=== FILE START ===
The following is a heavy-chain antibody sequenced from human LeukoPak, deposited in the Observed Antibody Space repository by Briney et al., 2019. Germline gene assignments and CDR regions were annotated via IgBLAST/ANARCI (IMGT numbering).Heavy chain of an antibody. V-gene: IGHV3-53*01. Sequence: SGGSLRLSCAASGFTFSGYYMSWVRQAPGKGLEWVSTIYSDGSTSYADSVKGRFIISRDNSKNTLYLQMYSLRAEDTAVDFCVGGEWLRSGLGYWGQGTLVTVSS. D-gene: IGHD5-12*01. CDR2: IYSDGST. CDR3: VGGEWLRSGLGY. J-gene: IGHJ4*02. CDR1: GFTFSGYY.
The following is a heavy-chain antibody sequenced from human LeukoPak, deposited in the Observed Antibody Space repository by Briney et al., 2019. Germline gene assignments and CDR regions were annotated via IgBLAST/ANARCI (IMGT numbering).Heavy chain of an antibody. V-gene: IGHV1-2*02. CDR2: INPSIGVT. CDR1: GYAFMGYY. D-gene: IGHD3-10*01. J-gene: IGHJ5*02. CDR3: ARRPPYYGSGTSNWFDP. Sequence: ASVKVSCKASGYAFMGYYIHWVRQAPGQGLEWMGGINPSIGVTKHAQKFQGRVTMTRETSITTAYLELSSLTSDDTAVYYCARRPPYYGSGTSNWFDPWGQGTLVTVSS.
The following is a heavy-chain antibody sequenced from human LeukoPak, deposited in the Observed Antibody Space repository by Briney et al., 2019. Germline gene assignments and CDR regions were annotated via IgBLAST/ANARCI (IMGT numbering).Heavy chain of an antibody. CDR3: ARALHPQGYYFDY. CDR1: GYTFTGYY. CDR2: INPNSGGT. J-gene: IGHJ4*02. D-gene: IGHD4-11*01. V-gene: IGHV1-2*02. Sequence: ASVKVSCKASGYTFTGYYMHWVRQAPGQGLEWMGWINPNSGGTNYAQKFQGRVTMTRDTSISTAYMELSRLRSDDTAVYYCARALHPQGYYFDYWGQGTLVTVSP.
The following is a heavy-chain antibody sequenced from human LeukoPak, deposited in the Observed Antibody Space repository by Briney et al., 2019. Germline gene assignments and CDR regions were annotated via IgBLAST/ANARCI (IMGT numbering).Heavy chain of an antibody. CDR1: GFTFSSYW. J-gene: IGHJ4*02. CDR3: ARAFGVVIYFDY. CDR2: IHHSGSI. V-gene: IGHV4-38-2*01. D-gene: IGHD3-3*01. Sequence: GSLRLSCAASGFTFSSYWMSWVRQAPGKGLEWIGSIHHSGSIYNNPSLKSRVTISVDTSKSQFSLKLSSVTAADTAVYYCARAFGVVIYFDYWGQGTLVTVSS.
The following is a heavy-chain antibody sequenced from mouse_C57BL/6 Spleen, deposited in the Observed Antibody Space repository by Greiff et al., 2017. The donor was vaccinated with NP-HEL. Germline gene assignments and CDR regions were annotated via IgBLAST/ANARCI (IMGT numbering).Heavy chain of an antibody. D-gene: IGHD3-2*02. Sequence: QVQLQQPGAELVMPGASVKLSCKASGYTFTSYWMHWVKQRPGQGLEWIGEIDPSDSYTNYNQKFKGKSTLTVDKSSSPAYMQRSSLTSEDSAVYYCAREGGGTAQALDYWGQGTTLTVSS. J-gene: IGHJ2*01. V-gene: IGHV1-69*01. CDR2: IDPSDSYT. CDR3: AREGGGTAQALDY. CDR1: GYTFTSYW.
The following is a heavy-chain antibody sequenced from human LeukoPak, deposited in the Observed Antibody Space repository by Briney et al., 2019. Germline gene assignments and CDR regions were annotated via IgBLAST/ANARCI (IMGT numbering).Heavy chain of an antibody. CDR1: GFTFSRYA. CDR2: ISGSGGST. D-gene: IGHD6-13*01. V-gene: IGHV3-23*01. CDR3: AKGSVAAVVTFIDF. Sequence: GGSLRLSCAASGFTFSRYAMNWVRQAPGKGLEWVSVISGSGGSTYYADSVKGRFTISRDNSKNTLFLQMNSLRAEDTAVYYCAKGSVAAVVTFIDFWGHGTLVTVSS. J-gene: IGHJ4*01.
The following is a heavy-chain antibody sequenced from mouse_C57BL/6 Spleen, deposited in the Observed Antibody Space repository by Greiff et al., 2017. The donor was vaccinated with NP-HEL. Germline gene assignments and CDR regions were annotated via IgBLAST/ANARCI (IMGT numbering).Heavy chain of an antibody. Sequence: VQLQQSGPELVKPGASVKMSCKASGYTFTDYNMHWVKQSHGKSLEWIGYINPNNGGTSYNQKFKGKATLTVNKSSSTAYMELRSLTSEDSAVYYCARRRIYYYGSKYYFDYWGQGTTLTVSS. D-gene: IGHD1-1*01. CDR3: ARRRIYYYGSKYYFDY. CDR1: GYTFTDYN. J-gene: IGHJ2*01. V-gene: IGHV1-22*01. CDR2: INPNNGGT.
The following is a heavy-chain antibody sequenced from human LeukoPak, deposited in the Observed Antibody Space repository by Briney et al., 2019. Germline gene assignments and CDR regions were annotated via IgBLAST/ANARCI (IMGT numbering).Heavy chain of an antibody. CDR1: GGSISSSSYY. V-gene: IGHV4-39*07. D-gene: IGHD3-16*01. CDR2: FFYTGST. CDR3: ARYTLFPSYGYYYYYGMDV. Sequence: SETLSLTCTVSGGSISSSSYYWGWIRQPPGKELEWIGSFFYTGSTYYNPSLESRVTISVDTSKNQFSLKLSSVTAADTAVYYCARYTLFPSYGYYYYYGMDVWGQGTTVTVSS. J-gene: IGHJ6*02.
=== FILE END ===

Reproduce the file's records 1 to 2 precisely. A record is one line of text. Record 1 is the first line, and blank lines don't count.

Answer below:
The following is a heavy-chain antibody sequenced from human LeukoPak, deposited in the Observed Antibody Space repository by Briney et al., 2019. Germline gene assignments and CDR regions were annotated via IgBLAST/ANARCI (IMGT numbering).Heavy chain of an antibody. V-gene: IGHV3-53*01. Sequence: SGGSLRLSCAASGFTFSGYYMSWVRQAPGKGLEWVSTIYSDGSTSYADSVKGRFIISRDNSKNTLYLQMYSLRAEDTAVDFCVGGEWLRSGLGYWGQGTLVTVSS. D-gene: IGHD5-12*01. CDR2: IYSDGST. CDR3: VGGEWLRSGLGY. J-gene: IGHJ4*02. CDR1: GFTFSGYY.
The following is a heavy-chain antibody sequenced from human LeukoPak, deposited in the Observed Antibody Space repository by Briney et al., 2019. Germline gene assignments and CDR regions were annotated via IgBLAST/ANARCI (IMGT numbering).Heavy chain of an antibody. V-gene: IGHV1-2*02. CDR2: INPSIGVT. CDR1: GYAFMGYY. D-gene: IGHD3-10*01. J-gene: IGHJ5*02. CDR3: ARRPPYYGSGTSNWFDP. Sequence: ASVKVSCKASGYAFMGYYIHWVRQAPGQGLEWMGGINPSIGVTKHAQKFQGRVTMTRETSITTAYLELSSLTSDDTAVYYCARRPPYYGSGTSNWFDPWGQGTLVTVSS.